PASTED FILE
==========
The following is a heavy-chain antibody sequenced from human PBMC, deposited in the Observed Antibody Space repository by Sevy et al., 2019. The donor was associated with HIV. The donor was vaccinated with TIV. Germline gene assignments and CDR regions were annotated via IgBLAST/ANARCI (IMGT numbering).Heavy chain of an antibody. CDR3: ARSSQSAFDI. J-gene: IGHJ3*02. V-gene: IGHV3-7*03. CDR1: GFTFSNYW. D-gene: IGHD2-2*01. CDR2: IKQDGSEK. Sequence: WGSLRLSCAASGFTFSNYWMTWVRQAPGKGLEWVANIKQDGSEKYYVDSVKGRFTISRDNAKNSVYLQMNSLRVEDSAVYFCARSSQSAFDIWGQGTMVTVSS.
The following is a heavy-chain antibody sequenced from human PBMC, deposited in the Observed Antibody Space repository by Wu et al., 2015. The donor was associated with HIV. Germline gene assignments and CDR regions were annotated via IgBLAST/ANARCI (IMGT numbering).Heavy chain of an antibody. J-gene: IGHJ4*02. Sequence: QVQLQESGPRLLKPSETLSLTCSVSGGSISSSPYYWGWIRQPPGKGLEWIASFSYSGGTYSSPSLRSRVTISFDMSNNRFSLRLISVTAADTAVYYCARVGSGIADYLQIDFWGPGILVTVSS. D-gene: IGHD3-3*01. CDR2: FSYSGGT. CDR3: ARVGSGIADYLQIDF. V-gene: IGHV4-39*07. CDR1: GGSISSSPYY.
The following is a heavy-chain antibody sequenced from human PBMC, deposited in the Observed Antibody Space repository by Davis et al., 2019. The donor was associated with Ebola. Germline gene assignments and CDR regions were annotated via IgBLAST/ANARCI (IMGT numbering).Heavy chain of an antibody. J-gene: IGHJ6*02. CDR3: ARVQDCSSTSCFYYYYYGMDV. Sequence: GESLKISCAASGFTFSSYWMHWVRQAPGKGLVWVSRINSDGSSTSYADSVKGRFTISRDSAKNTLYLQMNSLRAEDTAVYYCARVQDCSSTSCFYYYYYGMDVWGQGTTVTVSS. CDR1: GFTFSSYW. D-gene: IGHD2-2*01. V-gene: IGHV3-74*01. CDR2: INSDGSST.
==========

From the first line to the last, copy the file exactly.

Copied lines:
The following is a heavy-chain antibody sequenced from human PBMC, deposited in the Observed Antibody Space repository by Sevy et al., 2019. The donor was associated with HIV. The donor was vaccinated with TIV. Germline gene assignments and CDR regions were annotated via IgBLAST/ANARCI (IMGT numbering).Heavy chain of an antibody. CDR3: ARSSQSAFDI. J-gene: IGHJ3*02. V-gene: IGHV3-7*03. CDR1: GFTFSNYW. D-gene: IGHD2-2*01. CDR2: IKQDGSEK. Sequence: WGSLRLSCAASGFTFSNYWMTWVRQAPGKGLEWVANIKQDGSEKYYVDSVKGRFTISRDNAKNSVYLQMNSLRVEDSAVYFCARSSQSAFDIWGQGTMVTVSS.
The following is a heavy-chain antibody sequenced from human PBMC, deposited in the Observed Antibody Space repository by Wu et al., 2015. The donor was associated with HIV. Germline gene assignments and CDR regions were annotated via IgBLAST/ANARCI (IMGT numbering).Heavy chain of an antibody. J-gene: IGHJ4*02. Sequence: QVQLQESGPRLLKPSETLSLTCSVSGGSISSSPYYWGWIRQPPGKGLEWIASFSYSGGTYSSPSLRSRVTISFDMSNNRFSLRLISVTAADTAVYYCARVGSGIADYLQIDFWGPGILVTVSS. D-gene: IGHD3-3*01. CDR2: FSYSGGT. CDR3: ARVGSGIADYLQIDF. V-gene: IGHV4-39*07. CDR1: GGSISSSPYY.
The following is a heavy-chain antibody sequenced from human PBMC, deposited in the Observed Antibody Space repository by Davis et al., 2019. The donor was associated with Ebola. Germline gene assignments and CDR regions were annotated via IgBLAST/ANARCI (IMGT numbering).Heavy chain of an antibody. J-gene: IGHJ6*02. CDR3: ARVQDCSSTSCFYYYYYGMDV. Sequence: GESLKISCAASGFTFSSYWMHWVRQAPGKGLVWVSRINSDGSSTSYADSVKGRFTISRDSAKNTLYLQMNSLRAEDTAVYYCARVQDCSSTSCFYYYYYGMDVWGQGTTVTVSS. CDR1: GFTFSSYW. D-gene: IGHD2-2*01. V-gene: IGHV3-74*01. CDR2: INSDGSST.